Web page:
Facial Nerve Paralysis Causes Facial Nerve Paralysis Causes Toggle navigation Brain Head & Neck Chest Endocrine Abdomen Musculoskeletal Skin Infectious Disease Hematology & Oncology Cohorts Diagnostics Emergency Findings Procedures Prevention & Management Pharmacy Resuscitation Trauma Emergency Procedures Ultrasound Cardiovascular Emergencies Lung Emergencies Infectious Disease Pediatrics Neurologic Emergencies Skin Exposure Miscellaneous Abuse Cancer Administration 4 Facial Nerve Paralysis (...) Causes Facial Nerve Paralysis Causes Aka: Facial Nerve Paralysis Causes , Cranial Nerve 7 Paralysis Causes , Bell's Palsy Differential Diagnosis From Related Chapters II. Causes: General is idiopathic Below are listed other causes of III. Causes: Common Peripheral nerve causes (Facial muscle paralysis with forehead affected) Otits Media or Autoimmune (e.g. , typically bilateral) Head or Lesion (e.g. ) Central/Supranuclear causes (Facial muscle paralysis with forehead spared) Cerebral mass lesion (e.g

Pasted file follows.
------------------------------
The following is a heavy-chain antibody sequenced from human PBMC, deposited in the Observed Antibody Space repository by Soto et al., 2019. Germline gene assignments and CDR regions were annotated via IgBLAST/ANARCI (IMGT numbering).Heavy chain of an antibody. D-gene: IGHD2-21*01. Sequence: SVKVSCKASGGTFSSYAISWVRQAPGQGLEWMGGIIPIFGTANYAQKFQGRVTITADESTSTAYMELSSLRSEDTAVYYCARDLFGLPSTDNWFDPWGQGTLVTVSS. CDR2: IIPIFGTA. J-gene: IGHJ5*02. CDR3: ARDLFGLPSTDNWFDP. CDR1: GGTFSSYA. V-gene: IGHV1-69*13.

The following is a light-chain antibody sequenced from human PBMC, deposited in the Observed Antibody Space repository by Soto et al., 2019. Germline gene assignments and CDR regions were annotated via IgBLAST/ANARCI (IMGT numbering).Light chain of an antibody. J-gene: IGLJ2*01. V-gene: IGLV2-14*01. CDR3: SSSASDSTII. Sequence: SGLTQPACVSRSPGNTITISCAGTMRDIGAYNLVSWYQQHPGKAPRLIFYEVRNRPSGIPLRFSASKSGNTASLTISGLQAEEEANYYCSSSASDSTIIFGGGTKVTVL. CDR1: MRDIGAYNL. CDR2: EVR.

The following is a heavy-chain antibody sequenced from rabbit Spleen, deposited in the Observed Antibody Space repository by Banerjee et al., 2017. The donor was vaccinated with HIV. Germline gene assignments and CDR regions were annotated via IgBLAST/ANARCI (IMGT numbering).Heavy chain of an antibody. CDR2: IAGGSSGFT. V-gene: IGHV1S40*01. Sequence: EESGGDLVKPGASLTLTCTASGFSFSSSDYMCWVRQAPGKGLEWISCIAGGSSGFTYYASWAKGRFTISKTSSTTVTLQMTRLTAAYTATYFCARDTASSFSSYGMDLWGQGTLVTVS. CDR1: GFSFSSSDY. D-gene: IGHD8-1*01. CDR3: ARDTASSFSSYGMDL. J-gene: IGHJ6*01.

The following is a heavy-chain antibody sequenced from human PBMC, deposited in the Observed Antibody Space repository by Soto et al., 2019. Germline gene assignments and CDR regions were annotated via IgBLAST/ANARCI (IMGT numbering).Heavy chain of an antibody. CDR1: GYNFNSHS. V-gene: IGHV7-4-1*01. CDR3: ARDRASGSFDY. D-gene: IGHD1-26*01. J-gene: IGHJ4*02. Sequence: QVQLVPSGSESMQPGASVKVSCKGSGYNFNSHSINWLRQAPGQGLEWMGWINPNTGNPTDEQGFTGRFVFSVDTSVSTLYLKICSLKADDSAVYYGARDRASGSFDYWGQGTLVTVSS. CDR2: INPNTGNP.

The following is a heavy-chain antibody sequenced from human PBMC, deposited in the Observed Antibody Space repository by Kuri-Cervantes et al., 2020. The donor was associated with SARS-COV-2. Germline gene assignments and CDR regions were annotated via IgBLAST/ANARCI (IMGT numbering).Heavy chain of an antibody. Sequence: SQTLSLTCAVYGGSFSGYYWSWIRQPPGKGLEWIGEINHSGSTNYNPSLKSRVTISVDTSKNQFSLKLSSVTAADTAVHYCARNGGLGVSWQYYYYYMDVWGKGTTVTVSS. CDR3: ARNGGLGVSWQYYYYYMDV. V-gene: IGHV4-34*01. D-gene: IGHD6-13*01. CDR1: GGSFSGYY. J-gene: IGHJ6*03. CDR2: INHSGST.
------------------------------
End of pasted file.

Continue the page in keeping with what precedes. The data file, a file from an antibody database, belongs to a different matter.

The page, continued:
2018 FP Notebook

8. Oncocytoma of the Parotid Gland with Facial Nerve Paralysis (PubMed)

nerve was pinched by the enlarged tumor. Ischemia and strangulation of the nerve were considered to be the cause of the facial nerve paralysis associated with the benign tumor in this case. (...) Oncocytoma of the Parotid Gland with Facial Nerve Paralysis Parotid gland tumor with facial nerve paralysis is strongly suggestive of a malignant tumor. However, several case reports have documented benign tumors of the parotid gland with facial nerve paralysis. Here, we report a case of oncocytoma of the parotid gland with facial nerve paralysis. A 61-year-old male presented with pain in his right parotid gland. Physical examination demonstrated the presence of a right parotid gland tumor